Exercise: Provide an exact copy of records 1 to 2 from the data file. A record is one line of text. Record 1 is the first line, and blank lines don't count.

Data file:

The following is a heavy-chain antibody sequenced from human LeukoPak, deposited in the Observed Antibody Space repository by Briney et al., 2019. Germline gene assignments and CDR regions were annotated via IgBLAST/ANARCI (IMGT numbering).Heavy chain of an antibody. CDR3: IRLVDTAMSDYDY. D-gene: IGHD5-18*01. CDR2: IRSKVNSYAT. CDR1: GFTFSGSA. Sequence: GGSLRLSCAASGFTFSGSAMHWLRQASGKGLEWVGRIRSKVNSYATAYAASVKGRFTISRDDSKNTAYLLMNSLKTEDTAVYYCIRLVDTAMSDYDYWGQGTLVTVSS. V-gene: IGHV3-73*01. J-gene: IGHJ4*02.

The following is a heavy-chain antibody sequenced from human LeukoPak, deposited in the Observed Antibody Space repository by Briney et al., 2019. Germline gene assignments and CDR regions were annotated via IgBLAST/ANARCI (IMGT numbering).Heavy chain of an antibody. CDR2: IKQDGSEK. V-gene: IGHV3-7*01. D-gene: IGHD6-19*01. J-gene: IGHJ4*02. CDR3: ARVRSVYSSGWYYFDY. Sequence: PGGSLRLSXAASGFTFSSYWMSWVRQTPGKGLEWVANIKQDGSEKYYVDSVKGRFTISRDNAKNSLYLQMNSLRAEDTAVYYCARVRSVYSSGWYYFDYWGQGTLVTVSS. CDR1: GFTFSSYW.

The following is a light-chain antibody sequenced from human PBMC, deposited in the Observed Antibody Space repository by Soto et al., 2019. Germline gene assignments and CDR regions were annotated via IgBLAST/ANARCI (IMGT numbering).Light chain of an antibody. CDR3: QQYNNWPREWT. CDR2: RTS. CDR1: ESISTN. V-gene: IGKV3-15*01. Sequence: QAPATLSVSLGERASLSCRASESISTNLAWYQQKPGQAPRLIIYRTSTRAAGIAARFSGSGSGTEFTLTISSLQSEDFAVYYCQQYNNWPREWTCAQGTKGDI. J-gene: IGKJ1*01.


The following is a heavy-chain antibody sequenced from human LeukoPak, deposited in the Observed Antibody Space repository by Briney et al., 2019. Germline gene assignments and CDR regions were annotated via IgBLAST/ANARCI (IMGT numbering).Heavy chain of an antibody. CDR3: IRLVDTAMSDYDY. D-gene: IGHD5-18*01. CDR2: IRSKVNSYAT. CDR1: GFTFSGSA. Sequence: GGSLRLSCAASGFTFSGSAMHWLRQASGKGLEWVGRIRSKVNSYATAYAASVKGRFTISRDDSKNTAYLLMNSLKTEDTAVYYCIRLVDTAMSDYDYWGQGTLVTVSS. V-gene: IGHV3-73*01. J-gene: IGHJ4*02.

The following is a heavy-chain antibody sequenced from human LeukoPak, deposited in the Observed Antibody Space repository by Briney et al., 2019. Germline gene assignments and CDR regions were annotated via IgBLAST/ANARCI (IMGT numbering).Heavy chain of an antibody. CDR2: IKQDGSEK. V-gene: IGHV3-7*01. D-gene: IGHD6-19*01. J-gene: IGHJ4*02. CDR3: ARVRSVYSSGWYYFDY. Sequence: PGGSLRLSXAASGFTFSSYWMSWVRQTPGKGLEWVANIKQDGSEKYYVDSVKGRFTISRDNAKNSLYLQMNSLRAEDTAVYYCARVRSVYSSGWYYFDYWGQGTLVTVSS. CDR1: GFTFSSYW.